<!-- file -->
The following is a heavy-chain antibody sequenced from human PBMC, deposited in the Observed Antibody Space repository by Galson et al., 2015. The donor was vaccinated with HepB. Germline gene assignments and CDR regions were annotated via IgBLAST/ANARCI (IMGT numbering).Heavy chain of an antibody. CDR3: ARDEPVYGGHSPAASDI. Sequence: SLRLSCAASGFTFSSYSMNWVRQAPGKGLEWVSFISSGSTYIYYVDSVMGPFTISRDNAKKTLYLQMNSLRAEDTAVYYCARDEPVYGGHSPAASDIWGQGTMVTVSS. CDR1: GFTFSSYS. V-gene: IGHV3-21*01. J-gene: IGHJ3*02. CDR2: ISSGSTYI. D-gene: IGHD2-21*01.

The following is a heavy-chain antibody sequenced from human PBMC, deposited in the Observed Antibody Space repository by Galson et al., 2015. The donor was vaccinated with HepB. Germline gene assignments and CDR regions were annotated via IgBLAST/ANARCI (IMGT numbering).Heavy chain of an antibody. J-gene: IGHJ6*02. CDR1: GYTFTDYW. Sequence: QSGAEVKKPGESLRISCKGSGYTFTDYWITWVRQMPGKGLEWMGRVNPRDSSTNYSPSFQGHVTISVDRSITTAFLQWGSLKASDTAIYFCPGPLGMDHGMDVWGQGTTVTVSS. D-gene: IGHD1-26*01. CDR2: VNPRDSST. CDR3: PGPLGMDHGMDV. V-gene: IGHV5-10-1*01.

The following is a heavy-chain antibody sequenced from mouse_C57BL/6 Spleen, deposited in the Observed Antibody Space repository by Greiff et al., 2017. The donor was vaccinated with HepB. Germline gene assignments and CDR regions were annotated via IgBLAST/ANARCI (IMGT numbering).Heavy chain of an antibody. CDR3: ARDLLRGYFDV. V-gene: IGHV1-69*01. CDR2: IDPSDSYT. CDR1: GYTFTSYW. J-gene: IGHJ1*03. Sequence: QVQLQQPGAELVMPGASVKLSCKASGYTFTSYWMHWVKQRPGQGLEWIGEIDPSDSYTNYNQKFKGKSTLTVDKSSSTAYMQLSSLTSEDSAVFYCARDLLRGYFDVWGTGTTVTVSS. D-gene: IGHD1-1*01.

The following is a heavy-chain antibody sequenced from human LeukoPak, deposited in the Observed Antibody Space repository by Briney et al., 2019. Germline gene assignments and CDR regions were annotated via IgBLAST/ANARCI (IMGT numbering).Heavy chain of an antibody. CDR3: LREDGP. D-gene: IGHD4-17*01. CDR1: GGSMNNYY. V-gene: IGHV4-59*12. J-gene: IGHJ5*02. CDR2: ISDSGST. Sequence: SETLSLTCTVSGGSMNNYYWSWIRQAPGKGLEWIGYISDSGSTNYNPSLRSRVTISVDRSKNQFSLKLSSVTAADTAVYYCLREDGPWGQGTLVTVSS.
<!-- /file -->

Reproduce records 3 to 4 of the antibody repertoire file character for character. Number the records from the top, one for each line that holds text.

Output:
The following is a heavy-chain antibody sequenced from mouse_C57BL/6 Spleen, deposited in the Observed Antibody Space repository by Greiff et al., 2017. The donor was vaccinated with HepB. Germline gene assignments and CDR regions were annotated via IgBLAST/ANARCI (IMGT numbering).Heavy chain of an antibody. CDR3: ARDLLRGYFDV. V-gene: IGHV1-69*01. CDR2: IDPSDSYT. CDR1: GYTFTSYW. J-gene: IGHJ1*03. Sequence: QVQLQQPGAELVMPGASVKLSCKASGYTFTSYWMHWVKQRPGQGLEWIGEIDPSDSYTNYNQKFKGKSTLTVDKSSSTAYMQLSSLTSEDSAVFYCARDLLRGYFDVWGTGTTVTVSS. D-gene: IGHD1-1*01.

The following is a heavy-chain antibody sequenced from human LeukoPak, deposited in the Observed Antibody Space repository by Briney et al., 2019. Germline gene assignments and CDR regions were annotated via IgBLAST/ANARCI (IMGT numbering).Heavy chain of an antibody. CDR3: LREDGP. D-gene: IGHD4-17*01. CDR1: GGSMNNYY. V-gene: IGHV4-59*12. J-gene: IGHJ5*02. CDR2: ISDSGST. Sequence: SETLSLTCTVSGGSMNNYYWSWIRQAPGKGLEWIGYISDSGSTNYNPSLRSRVTISVDRSKNQFSLKLSSVTAADTAVYYCLREDGPWGQGTLVTVSS.